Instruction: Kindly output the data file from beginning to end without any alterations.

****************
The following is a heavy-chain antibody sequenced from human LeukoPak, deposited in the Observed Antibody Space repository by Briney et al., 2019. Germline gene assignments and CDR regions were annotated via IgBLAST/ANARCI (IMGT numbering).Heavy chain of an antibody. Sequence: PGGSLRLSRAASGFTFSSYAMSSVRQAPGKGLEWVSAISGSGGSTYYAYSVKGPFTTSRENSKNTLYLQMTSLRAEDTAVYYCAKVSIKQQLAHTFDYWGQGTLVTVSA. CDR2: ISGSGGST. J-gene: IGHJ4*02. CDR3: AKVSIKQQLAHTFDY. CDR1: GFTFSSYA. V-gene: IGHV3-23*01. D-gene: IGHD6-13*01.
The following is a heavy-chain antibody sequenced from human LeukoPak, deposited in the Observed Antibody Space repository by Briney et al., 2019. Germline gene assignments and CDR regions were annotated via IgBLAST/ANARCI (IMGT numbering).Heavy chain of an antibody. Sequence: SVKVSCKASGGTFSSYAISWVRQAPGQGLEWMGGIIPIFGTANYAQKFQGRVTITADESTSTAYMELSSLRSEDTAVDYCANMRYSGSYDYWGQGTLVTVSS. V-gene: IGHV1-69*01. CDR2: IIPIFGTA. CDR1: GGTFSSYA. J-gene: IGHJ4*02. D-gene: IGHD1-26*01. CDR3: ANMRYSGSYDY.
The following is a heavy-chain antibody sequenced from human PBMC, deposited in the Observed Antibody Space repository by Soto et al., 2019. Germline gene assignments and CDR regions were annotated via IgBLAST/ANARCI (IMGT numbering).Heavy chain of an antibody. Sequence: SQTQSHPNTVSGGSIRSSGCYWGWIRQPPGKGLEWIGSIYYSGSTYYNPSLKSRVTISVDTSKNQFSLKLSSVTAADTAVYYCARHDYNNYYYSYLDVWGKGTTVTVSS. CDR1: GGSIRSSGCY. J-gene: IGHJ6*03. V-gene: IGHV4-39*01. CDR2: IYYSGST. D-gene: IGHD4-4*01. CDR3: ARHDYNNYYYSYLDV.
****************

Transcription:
The following is a heavy-chain antibody sequenced from human LeukoPak, deposited in the Observed Antibody Space repository by Briney et al., 2019. Germline gene assignments and CDR regions were annotated via IgBLAST/ANARCI (IMGT numbering).Heavy chain of an antibody. Sequence: PGGSLRLSRAASGFTFSSYAMSSVRQAPGKGLEWVSAISGSGGSTYYAYSVKGPFTTSRENSKNTLYLQMTSLRAEDTAVYYCAKVSIKQQLAHTFDYWGQGTLVTVSA. CDR2: ISGSGGST. J-gene: IGHJ4*02. CDR3: AKVSIKQQLAHTFDY. CDR1: GFTFSSYA. V-gene: IGHV3-23*01. D-gene: IGHD6-13*01.
The following is a heavy-chain antibody sequenced from human LeukoPak, deposited in the Observed Antibody Space repository by Briney et al., 2019. Germline gene assignments and CDR regions were annotated via IgBLAST/ANARCI (IMGT numbering).Heavy chain of an antibody. Sequence: SVKVSCKASGGTFSSYAISWVRQAPGQGLEWMGGIIPIFGTANYAQKFQGRVTITADESTSTAYMELSSLRSEDTAVDYCANMRYSGSYDYWGQGTLVTVSS. V-gene: IGHV1-69*01. CDR2: IIPIFGTA. CDR1: GGTFSSYA. J-gene: IGHJ4*02. D-gene: IGHD1-26*01. CDR3: ANMRYSGSYDY.
The following is a heavy-chain antibody sequenced from human PBMC, deposited in the Observed Antibody Space repository by Soto et al., 2019. Germline gene assignments and CDR regions were annotated via IgBLAST/ANARCI (IMGT numbering).Heavy chain of an antibody. Sequence: SQTQSHPNTVSGGSIRSSGCYWGWIRQPPGKGLEWIGSIYYSGSTYYNPSLKSRVTISVDTSKNQFSLKLSSVTAADTAVYYCARHDYNNYYYSYLDVWGKGTTVTVSS. CDR1: GGSIRSSGCY. J-gene: IGHJ6*03. V-gene: IGHV4-39*01. CDR2: IYYSGST. D-gene: IGHD4-4*01. CDR3: ARHDYNNYYYSYLDV.